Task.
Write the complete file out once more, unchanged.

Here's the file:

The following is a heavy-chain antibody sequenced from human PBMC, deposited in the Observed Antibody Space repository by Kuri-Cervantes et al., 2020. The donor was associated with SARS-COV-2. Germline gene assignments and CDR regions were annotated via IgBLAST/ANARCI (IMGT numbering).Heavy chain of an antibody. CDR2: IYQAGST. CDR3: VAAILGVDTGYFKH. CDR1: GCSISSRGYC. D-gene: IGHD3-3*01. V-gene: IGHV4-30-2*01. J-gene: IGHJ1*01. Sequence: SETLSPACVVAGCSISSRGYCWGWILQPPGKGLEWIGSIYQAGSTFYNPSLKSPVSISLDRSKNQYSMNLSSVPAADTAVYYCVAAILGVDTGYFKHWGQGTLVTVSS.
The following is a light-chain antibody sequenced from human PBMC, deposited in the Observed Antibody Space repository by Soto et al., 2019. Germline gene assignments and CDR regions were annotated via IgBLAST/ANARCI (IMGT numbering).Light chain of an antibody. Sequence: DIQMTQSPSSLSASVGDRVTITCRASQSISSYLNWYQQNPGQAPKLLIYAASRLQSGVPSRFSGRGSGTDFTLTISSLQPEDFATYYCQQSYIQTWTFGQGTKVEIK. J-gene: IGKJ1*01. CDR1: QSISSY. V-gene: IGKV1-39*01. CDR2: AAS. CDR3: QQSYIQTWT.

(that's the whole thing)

The following is a heavy-chain antibody sequenced from human PBMC, deposited in the Observed Antibody Space repository by Kuri-Cervantes et al., 2020. The donor was associated with SARS-COV-2. Germline gene assignments and CDR regions were annotated via IgBLAST/ANARCI (IMGT numbering).Heavy chain of an antibody. CDR2: IYQAGST. CDR3: VAAILGVDTGYFKH. CDR1: GCSISSRGYC. D-gene: IGHD3-3*01. V-gene: IGHV4-30-2*01. J-gene: IGHJ1*01. Sequence: SETLSPACVVAGCSISSRGYCWGWILQPPGKGLEWIGSIYQAGSTFYNPSLKSPVSISLDRSKNQYSMNLSSVPAADTAVYYCVAAILGVDTGYFKHWGQGTLVTVSS.
The following is a light-chain antibody sequenced from human PBMC, deposited in the Observed Antibody Space repository by Soto et al., 2019. Germline gene assignments and CDR regions were annotated via IgBLAST/ANARCI (IMGT numbering).Light chain of an antibody. Sequence: DIQMTQSPSSLSASVGDRVTITCRASQSISSYLNWYQQNPGQAPKLLIYAASRLQSGVPSRFSGRGSGTDFTLTISSLQPEDFATYYCQQSYIQTWTFGQGTKVEIK. J-gene: IGKJ1*01. CDR1: QSISSY. V-gene: IGKV1-39*01. CDR2: AAS. CDR3: QQSYIQTWT.